E. Linacre and B. Geerts
For many years the United States National Weather Service has been forecasting and diagnosing heat discomfort in terms of the Heat Index (HI) developed by Steadman (1979a). The HI only employs temperature (T, in ° C) and relative humidity (RH, in %). In the same year Steadman (1979b) improved his empirical heat index equation to include the effects of wind, radiation, and even pressure, on the apparent temperature, but the NWS never incorporated these refinements.
The Heat Index (° C) is given by a multiple regression equation of T and RH on the apparent temperature. A web-based Heat Index calculator can be found here.
Daytime hourly mean and maximum temperatures for July and August during 1980-89 at Atlanta (Georgia) were tabulated by Dixon (3), along with corresponding values of the Heat Index , relative H=humidity (RH) and dewpoint (Td). These indicate the risk of hot humid conditions affecting athletic performance. The data also show how invariant is the dewpoint, changing only between 19.4° C) and 20.6° C, ie 1.2 K, during the hours 6 am to 9 pm in July. In August the range was from 17.8° C to 20.6° C, ie 2.8 K.On the other hand, the RH varied in July from 86% at 6 am to 52% at 3 pm and 69% at 9 pm; August figures were similar.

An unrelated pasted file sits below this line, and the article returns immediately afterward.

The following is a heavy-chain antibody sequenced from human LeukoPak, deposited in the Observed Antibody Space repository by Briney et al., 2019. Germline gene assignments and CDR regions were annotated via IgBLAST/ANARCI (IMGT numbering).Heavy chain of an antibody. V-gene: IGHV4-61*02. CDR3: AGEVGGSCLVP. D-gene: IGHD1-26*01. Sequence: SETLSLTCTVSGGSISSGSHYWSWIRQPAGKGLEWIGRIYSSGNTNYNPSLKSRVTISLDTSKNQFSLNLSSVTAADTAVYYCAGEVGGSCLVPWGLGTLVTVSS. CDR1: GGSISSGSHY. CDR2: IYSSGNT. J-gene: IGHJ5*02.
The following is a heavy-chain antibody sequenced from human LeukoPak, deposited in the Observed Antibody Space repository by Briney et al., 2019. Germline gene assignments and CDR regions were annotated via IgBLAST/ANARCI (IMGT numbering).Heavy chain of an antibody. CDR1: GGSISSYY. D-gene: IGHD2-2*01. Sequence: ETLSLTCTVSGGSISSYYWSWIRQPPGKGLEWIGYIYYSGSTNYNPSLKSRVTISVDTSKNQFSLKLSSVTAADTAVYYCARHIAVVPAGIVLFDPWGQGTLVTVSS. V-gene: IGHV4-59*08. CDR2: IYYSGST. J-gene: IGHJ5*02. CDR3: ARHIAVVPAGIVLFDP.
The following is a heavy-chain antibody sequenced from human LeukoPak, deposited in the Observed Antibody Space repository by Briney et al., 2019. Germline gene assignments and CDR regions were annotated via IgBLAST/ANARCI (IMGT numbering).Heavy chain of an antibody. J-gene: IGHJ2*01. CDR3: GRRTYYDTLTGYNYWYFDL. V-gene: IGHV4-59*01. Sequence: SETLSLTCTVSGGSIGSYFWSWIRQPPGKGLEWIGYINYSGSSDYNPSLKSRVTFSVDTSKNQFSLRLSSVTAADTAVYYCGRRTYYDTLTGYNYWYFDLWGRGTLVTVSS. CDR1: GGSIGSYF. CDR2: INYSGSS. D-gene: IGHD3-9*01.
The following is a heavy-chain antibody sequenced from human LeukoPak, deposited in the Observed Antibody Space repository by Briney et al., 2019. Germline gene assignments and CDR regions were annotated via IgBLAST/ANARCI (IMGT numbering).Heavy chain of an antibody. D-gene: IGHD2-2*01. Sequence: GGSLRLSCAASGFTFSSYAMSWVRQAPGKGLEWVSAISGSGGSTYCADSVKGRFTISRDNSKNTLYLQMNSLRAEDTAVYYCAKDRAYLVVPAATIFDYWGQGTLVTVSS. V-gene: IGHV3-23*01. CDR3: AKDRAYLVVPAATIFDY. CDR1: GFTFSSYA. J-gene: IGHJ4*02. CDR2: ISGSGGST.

(1) Steadman, R.G. 1979a. The assessment of sultriness, Part I: a temperature-humidity index based on human physiology and clothing science. J. Appl. Meteor., 18, 861-873.
(2) Steadman, R.G. 1979b. The assessment of sultriness, Part II: effects of wind, extra radiation, and barometric pressure on apparent temperature. J. Appl. Meteor., 18, 861-873.
(3) Dixon, R. 1996. Climatology and multinational sporting events, Atlanta 1996. Bull. Amer. Meteor. Soc., 77, 771-2.